The Impact: Many retailers with national brands are seeing consumers fall for this scam in high numbers. If the purchase is made online, merchants are almost always seeing chargebacks for these cases. While consumers used their own credit card, it almost always gets reported to the issuer and typically does get passed on to the merchant (though providing the right information in the right way has occasionally resulted in chargeback reversals). If the gift cards were purchased in a store, the liability depends on the form of payment, with some merchants still receiving chargebacks for these purchases. One large retailer confided that they saw a consumer buy more than 100 gift cards, each for $500 each due to this type of scam (this amount is an exception; typically the “fines” are under $1,000 in total).

Prevention strategies:

For online purchases:

  • Monitor velocity on gift card purchases. If one cardholder is purchasing several gift cards on your site and they have never made a purchase on your website before, take notice. Consider calling to ask “why so many gift cards?” or “what is this for?” If they don’t have an immediate answer that makes sense, be suspicious.
  • If you’re using a rules based system, consider changing the thresholds and velocity settings fairly frequently (though not at regular intervals—fraudsters will figure that out)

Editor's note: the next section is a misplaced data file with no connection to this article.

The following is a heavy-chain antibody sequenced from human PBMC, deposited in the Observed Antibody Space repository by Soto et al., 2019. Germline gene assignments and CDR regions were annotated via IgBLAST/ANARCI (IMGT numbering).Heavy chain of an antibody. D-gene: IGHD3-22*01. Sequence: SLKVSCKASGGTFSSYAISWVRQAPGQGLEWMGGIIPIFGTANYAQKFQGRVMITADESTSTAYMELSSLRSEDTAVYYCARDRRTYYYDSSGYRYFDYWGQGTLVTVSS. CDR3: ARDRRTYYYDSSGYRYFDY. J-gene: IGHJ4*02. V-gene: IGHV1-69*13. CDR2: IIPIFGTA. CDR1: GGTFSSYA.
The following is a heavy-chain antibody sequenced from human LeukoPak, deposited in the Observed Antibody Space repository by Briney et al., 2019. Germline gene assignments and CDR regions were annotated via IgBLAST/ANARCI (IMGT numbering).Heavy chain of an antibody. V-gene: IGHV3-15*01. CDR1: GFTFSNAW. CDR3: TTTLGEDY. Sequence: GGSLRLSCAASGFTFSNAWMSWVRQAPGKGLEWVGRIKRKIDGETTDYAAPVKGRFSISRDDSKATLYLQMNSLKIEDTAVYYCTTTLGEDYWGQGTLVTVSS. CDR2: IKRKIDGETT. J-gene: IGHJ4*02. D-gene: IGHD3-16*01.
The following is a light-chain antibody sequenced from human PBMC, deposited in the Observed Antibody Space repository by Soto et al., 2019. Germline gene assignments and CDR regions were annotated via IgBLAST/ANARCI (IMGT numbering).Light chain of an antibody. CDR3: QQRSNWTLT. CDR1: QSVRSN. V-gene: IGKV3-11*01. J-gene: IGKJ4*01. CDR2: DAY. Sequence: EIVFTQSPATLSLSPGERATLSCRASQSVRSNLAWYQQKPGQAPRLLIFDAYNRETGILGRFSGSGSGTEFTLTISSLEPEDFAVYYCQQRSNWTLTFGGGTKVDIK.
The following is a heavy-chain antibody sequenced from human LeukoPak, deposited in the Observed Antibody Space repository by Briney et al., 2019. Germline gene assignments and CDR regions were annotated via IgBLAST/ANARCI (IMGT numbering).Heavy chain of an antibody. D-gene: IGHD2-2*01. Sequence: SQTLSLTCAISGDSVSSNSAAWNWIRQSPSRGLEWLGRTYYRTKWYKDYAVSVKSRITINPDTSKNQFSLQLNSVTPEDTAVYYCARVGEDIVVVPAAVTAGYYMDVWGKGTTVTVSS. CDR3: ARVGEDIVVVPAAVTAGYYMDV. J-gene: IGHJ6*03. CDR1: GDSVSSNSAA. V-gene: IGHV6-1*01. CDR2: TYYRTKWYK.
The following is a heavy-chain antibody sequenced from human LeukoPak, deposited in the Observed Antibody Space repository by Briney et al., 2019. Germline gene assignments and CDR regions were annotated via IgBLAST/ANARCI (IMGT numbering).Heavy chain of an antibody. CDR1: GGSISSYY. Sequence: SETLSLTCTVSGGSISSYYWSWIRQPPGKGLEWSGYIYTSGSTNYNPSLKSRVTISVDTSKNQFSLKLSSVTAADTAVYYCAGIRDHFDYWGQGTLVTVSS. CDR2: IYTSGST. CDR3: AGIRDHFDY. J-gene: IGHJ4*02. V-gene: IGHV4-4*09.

• Consider providing verbiage on your gift card checkout page that the SSA and IRS have publicly stated that they will never call debtors and never ask for payment via retail gift cards. If they are planning to purchase gift cards for someone they do not know, they should instead contact IC3.gov to file a complaint.

For in-store purchases:

  • Train your store associates to question the purchases of multiple gift cards. Especially by people that do not appear to be in your store’s target demographic. Sure, that little old lady may be purchasing a stack of gift cards for her grandchildren. If she is, she will love to tell you about it if you ask! If she’s hesitant or uncomfortable with the question, it may be a good opportunity for your store associate to educate her that she may have been a victim of a popular scam.
  • Educate your customers. I was excited to see that one large national retailer is addressing this issue at each of their cash registers while shopping at one of the locations last month.

Fraud Awareness

When it comes to messaging to consumers, you will need to coordinate with your marketing and/or corporate communications departments. While it’s common for companies to not acknowledge scams affecting their stores, you can argue it is a great way to build consumer trust and in turn, loyalty. When customers know you’re looking out for them, they are more likely to share that positive experience with their friends and on social media. Conversely, an “I was scammed at _____” Twitter post is understandable, even though your brand was not responsible for the fraud.